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Deploying Hortonworks Sandbox on Microsoft Azure

Introduction

The Azure cloud infrastructure has become a common place for users to deploy virtual machines on the cloud due to its flexibility, ease of deployment, and cost benefits. Microsoft has expanded Azure to include a marketplace with thousands of certified, open source, and community software applications and developer services, pre-configured for Microsoft Azure. This tutorial covers deploying the Hortonworks Sandbox offering via the Azure Marketplace.

Prerequisites

Outline

Find Hortonworks Sandbox on Azure Marketplace

Go to Microsoft Azure Marketplace and enter “Hortonworks” into the search bar. Submit, and the Hortonworks Sandbox product should appear as shown in this screenshot.

Select "Hortonworks Sandbox" from the bottom view.

Select the Hortonworks Sandbox product and its Overview will display. Click on Get It Now to start the setup process.

Select "GET IT NOW" to begin the setup process.

If prompted, sign in to Azure Marketplace. Afterward, you’ll be asked to confirm your selection, as shown below.

Select "Continue" to continue the process.

Creating the Sandbox

An explanation of the Hortonworks Sandbox will come on the screen. When ready to begin the deployment process, select Create from the bottom of the screen.

Select "Create" on the bottom of the screen.

Fill out some basic sandbox configuration settings. Scroll down for an explanation of the different fields.

The basic configuration page with filled-out fields.

The different fields:

  • Name: This is the name you want to use to reference the machine. In the example above, we use the name “MySandbox”
  • User name: The name of the user account that will be used to log into the machine. Throughout these tutorials, we will use azure as the user name.
  • Authentication type: By default, the machine will be deployed and allow you to connect via SSH key or password. In this example, we opt to use a password.
  • Subscription: The subscription to deploy the machine under. Select one already in your list.
  • Resource group: The name of the resource group to create, or use an existing one. Here, we create a new one with the same name as the machine itself.
  • Location: Which region in the Azure offering to deploy the machine to.

Note: Make sure to write down or remember your username and password. If using SSH, ensure you have the corresponding private key. Otherwise, you will not be able to log in to the machine.

The next step is to choose a size for the virtual machine. It is recommended to use a machine with A4 specifications, or higher.

Select a size for your virtual machine.

Optional settings to configure. You can safely leave these at their defaults.

Optional settings for the machine.

Look over the summary and continue when ready.

Summary of the deployment settings.

Alright, we’re ready to deploy! Review the offer details and purchase when ready.

Review the offer details.

Once the offer is submitted by selecting Purchase, the sandbox will take a few minutes to set up and deploy. After deployment is complete, we can move on to connecting to the sandbox.

Set a Static IP

Once the machine is deployed, it’s overview will appear on the screen. Find the sandbox’s public IP address and click on it.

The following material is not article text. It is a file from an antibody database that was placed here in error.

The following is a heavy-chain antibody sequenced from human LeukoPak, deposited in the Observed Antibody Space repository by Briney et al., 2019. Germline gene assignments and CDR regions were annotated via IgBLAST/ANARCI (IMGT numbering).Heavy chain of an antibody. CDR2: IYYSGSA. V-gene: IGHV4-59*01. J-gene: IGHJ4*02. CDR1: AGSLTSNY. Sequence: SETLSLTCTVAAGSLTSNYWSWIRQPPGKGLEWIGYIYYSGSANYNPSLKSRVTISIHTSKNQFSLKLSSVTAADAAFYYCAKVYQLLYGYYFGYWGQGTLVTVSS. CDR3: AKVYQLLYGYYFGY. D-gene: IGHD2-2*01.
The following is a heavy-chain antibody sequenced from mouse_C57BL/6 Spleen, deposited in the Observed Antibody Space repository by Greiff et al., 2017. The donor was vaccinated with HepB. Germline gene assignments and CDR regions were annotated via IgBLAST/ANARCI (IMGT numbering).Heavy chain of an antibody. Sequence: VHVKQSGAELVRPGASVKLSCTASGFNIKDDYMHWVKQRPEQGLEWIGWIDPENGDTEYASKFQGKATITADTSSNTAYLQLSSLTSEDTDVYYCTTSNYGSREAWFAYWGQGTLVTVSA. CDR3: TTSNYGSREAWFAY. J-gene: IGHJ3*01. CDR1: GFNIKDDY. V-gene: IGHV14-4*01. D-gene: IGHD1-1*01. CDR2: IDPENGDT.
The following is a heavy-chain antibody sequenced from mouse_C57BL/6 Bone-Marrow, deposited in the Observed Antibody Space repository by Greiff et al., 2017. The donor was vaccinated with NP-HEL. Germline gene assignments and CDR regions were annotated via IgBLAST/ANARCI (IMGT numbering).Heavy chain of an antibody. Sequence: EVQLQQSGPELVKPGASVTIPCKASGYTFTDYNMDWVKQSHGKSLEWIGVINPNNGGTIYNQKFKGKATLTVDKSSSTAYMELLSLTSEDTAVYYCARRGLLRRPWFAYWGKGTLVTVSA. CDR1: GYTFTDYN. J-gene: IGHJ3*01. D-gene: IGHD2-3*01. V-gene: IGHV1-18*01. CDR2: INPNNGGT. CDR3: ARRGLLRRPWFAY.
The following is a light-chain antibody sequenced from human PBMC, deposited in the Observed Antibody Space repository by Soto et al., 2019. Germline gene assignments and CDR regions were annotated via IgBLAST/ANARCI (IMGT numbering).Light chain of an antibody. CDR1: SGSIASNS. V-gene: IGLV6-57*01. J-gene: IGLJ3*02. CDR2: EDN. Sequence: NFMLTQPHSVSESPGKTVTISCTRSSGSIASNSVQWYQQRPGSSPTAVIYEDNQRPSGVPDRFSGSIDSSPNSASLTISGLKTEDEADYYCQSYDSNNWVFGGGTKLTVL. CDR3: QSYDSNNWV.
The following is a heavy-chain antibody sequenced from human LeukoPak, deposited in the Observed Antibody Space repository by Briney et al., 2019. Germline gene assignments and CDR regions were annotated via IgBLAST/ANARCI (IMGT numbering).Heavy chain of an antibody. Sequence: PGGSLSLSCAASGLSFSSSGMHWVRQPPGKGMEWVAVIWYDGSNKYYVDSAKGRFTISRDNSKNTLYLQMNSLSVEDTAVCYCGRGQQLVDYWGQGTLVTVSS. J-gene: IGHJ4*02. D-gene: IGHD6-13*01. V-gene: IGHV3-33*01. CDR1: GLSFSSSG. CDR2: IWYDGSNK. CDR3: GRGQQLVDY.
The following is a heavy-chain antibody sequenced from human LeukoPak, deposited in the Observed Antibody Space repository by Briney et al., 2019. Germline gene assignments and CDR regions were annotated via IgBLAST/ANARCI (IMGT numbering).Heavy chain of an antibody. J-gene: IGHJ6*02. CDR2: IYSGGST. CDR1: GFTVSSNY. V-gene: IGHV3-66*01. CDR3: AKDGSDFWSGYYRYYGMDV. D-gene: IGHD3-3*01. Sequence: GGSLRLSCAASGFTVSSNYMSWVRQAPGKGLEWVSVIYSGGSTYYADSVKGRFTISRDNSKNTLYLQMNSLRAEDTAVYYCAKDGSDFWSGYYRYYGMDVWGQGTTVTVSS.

Find the machine's IP address.

Clicking on the IP address will bring up the IP configuration panel. Select Static as the Assignment, and then make sure to save your changes. This will keep the sandbox from changing IP addresses each time it’s rebooted.

Set the machine's IP to static

Configure SSH Tunneling

SSH tunneling allows us a way to port forward securely, without actually opening the machine’s ports for the entire world to access. Follow these steps to access the endpoints of your Azure deployment from your computer.

Use your favorite editor and edit your ~/.ssh/config file. For example:

vi ~/.ssh/config

Enter the following configuration, replacing the HostName IP with the public IP of your instance. More forwardings can be entered via the LocalForward directive similar to the ones displayed here.

Note: Spacing and capitalization is important.

Host azureSandbox
  Port 22
  User azure
  HostName 52.175.207.131
  LocalForward 8080 127.0.0.1:8080
  LocalForward 8888 127.0.0.1:8888
  LocalForward 9995 127.0.0.1:9995
  LocalForward 9996 127.0.0.1:9996
  LocalForward 8886 127.0.0.1:8886
  LocalForward 10500 127.0.0.1:10500
  LocalForward 4200 127.0.0.1:4200
  LocalForward 2222 127.0.0.1:2222

Save and close the file. Now SSH into the Azure machine by using the Host alias we just configured, which will connect us automatically using the IP address we specified in the config file. You’ll be asked for a password, which is the one you set during initial configuration on Azure.

ssh azureSandbox

That’s it! Keep this SSH connection open for the duration of your interaction with the sandbox on Azure.

Splash Screen

Now that you’ve port forwarded by following the tutorial linked above, you can explore the sandbox as you see fit. Point your browser to http://localhost:8888 for the sandbox’s splash screen.

Sandbox registration form

Fill out the form and hit Submit to access the sandbox.

The sandbox splash page.

Summary

You can now access all forwarded ports by pointing a browser to http://localhost:portNumber. For example: http://localhost:8888 will connect to the Azure machine and sandbox over port 8888.

SSH tunneling allows us a way to port forward securely, without actually opening the machine’s ports for the entire world to access.

Further Reading

Now that you’ve got HDP up and running, check out our other tutorials to learn how to leverage its power.